“It’s worth noting that the highest economic contribution is to Hong Kong but the lowest level of financial inclusion is also found in Hong Kong out of the whole region,” Pike said.

They are not only more financially excluded in Hong Kong – they are also more likely to be in debt, and many return home financially worse off than when they arrived.

In Singapore, about 34 per cent of domestic workers reported being in debt. In Malaysia, it was 65 per cent. In Hong Kong, the figure increased further to 83 per cent.

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According to the study, a lack of financial literacy, strict regulations for opening bank accounts and a lack of funds are among the factors contributing to this economic exclusion.

“About 74 per cent of domestic workers in Hong Kong said that they don’t need a bank account – this is partly due to lack of financial literacy,” Pike said.

“These results also show that the barriers in Hong Kong to access financial services are much greater than, for instance, in Singapore, where the government is trying to change regulations, mandating employers to pay through bank accounts, and also encouraging more banks to offer no minimum amounts [in order to open an account].”

She also said that if domestic workers don’t have access to legitimate financial institutions, “they are more likely to seek loans from unlicensed money lenders, who charge much higher interest rates”.


According to Pike, financial inclusion goes hand in hand with education.

“We think that when you educate a woman, you educate a village,” she said. “Offering financial and empowerment education, which we struggle to find funding for, is the top priority for us … But it’s also important to provide other educational opportunities.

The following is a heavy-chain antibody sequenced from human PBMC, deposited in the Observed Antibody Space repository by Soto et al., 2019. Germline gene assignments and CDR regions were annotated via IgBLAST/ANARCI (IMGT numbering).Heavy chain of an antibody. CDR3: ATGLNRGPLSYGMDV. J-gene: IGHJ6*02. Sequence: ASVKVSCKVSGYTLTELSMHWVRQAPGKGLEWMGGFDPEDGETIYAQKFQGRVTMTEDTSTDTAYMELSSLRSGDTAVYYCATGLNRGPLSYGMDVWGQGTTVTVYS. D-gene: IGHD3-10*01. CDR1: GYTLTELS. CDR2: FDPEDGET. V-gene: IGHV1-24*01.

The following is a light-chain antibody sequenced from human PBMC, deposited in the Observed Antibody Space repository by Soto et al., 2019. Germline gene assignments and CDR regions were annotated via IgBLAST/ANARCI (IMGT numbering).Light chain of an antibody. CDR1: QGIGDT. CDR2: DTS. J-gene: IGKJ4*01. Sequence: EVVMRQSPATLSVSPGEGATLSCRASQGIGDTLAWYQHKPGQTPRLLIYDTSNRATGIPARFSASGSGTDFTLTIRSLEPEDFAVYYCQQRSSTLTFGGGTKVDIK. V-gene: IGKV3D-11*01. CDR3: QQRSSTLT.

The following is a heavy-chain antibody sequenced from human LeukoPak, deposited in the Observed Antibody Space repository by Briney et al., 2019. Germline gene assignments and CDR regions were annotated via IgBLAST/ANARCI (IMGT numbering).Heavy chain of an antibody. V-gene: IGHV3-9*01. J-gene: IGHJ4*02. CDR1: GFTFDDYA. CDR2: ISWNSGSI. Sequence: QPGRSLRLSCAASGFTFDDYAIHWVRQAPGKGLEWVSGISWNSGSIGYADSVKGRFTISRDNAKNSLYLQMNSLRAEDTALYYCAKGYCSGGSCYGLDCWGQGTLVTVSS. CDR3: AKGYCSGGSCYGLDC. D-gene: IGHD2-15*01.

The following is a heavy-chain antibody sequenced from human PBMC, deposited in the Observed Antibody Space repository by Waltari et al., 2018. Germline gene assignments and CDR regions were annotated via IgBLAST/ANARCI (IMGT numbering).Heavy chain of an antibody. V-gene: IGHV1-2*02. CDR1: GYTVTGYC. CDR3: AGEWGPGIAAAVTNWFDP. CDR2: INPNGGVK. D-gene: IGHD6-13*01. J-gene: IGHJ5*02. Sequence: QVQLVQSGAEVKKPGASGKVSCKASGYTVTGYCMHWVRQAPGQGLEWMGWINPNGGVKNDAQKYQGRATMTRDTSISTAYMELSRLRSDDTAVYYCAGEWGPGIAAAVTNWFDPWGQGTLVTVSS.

“This is not just for the Filipino or Indonesian governments to deal with. It also affects the financial growth of Hong Kong, so we really want to have an open conversation about this issue.”

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Pike pointed to an increasing regional competition to attract workers, as countries such as Japan have recently adopted more flexible regulations for migrant domestic workers.

“We really believe that is important for cities like Hong Kong and Singapore to recognise that domestic workers have a positive impact in their cities and that there are steps that can be taken to make sure they are also protected, especially given that their economic contribution is only going to grow,” Pike said.

In Hong Kong, the population of migrant domestic workers has steadily increased over the past years, reaching 385,000 in 2018. The Hong Kong government projects this will rise to 600,000 by 2047.

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Singapore, where there are about 250,000 such workers, estimates it will need 300,000 in about a decade.

The research contained in the report was based on face-to-face interviews with 100 migrant domestic workers in each location: Singapore, Hong Kong and Malaysia. It also incorporated official data.

The calculation of these workers’ contribution to the regions’ GDP was made based on the cost of domestic work if paid at local rates, the value of their own personal spending in Hong Kong and the time of the people able to seek other employment as a result of foreign domestic workers performing their duties.

This article appeared in the South China Morning Post print edition as: Value of foreign helpers recognised for first timeValue of foreign helpers recognised for first time